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eBook One Bullet Away - The Making Of A Marine Officer download

by Nathaniel Fick

eBook One Bullet Away - The Making Of A Marine Officer download ISBN: 029784556X
Author: Nathaniel Fick
Publisher: Mariner/Hougton Mifflin Co.; Export Ed edition (2005)
Language: English
Pages: 400
ePub: 1765 kb
Fb2: 1970 kb
Rating: 4.3
Other formats: lit doc docx mobi
Category: History
Subcategory: Military

The subtitle of the book is "The Making of a Marine Corps Officer. This implies that the book provides some sort of template, which is just not the case

The subtitle of the book is "The Making of a Marine Corps Officer. This implies that the book provides some sort of template, which is just not the case.

One Bullet Away: The Making of a Marine Officer is an autobiography by Nathaniel Fick, published by Houghton-Mifflin in 2005.

One Bullet Away The Making Of A Marine Officer Nathaniel Fick HOUGHTON MIFFLIN COMPANY . He had just graduated from Officer Candidates School, and would escort us on the hour's drive to the Marine Corps base in Quantico, Virginia.

He had just graduated from Officer Candidates School, and would escort us on the hour's drive to the Marine Corps base in Quantico, Virginia. Shortly after we pulled away from the recruiting office, he stood in the aisle and turned to face us. I expected a welcome, a joke, some commiseration.

In combat you are just one bullet away from death - or promotion

In combat you are just one bullet away from death - or promotion. But this doesn't focus the mind: it makes it freeze up - unless your training is so thorough that you overcome exhaustion and terror. After receiving a BA in classics from Dartmouth in 1999, Nathaniel Fick passed the US Marines officer training course and joined the Corps just before 9/11.

One Bullet Away never shrinks from blunt truths, but ultimately it is an. .If the Marines are "the few, the proud," Recon Marines are the fewest and the proudest. Nathaniel Fick's career begins with a hellish summer at Quantico, after his junior year at Dartmouth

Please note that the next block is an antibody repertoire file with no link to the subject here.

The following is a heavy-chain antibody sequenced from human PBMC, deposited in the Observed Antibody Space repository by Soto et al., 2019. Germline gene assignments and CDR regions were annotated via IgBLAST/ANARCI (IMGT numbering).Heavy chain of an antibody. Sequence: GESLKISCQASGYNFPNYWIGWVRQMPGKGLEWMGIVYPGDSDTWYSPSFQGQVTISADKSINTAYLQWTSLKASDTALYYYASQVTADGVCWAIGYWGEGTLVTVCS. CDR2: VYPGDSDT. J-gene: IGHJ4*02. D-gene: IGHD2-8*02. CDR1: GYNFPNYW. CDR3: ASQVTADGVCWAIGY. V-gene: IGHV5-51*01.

If the Marines are "the few, the proud," Recon Marines are the fewest and the proudest. Nathaniel Fick's career begins with a hellish summer at Quantico, after his junior year at Dartmouth. He leads a platoon in Afghanistan just after 9/11 and advances to the pinnacle-Recon- two years later, on the eve of war with Iraq. His vast skill set puts him in front of the front lines, leading twenty-two Marines into the deadliest conflict since Vietnam. He vows to bringall his men home safely, and to do so he'll need more than his top-flight education.

Peace - War - Aftermath

Peace - War - Aftermath. Only one Marine in a hundred qualifies for Recon, charged with working clandestinely, often behind enemy lines. Fick's training begins with a hellish summer at Quantico, and advances to the pinnacle-Recon-four years later, on the eve of war with Iraq

One Bullet Away is a terrific book by a natural writer.

One Bullet Away is a terrific book by a natural writer. -Tom Ricks, military correspondent, Washington Post, and author of Making the Corps, "Makes a Compelling Argument for an Oft-Overlooked Military Virture: Competence. "A remarkable book that will give today's readers a much fuller picture of the realities of their military, and that will be read for many years to come because of its vivid, humane, unsparing but also humorous. Steven Pressfield, author of Gates of Fire, "Much more than a simple dispatch from the fronts of Afghanistan and Iraq, One Bullet Away finds Nathaniel Fick reaching deep within his heart and soul.

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One Bullet Away - The Making Of A Marine Officer
Comments: (7)
Dagdarad
An excellent book. From the standpoint of an ordinary officer on Platoon level leading his unit in combat, and what they experienced - from beginning to end. Includes the variety of experience and attitudes they encountered with Iraqi civilians, many of who had been none too thrilled with Saddam and the Baathists who ruled Iraq.
For all the 'major media' portrayals and critiques of the situation, our policies that got us there, etc., this is a side of the story 'on the ground', by the guys we (or Bush ...take your pick) sent to fight the war that SHOULD BE known and understood. His unit was better prepared, so suffered fewer casualties, than many others in Iraq - but you can still come close to understanding the price that was paid (or prices).

What a shame that our bumbling leadership DIDN'T EVEN BEGIN to adequately plan for 'what to do' for stabilizing and restoring a capable government in Iraq after we had 'won the war' ...that's my thought, not necessarily his. We did that in Europe and Japan after World War II (not easy in any event) – but really fell flat this time around.
Bort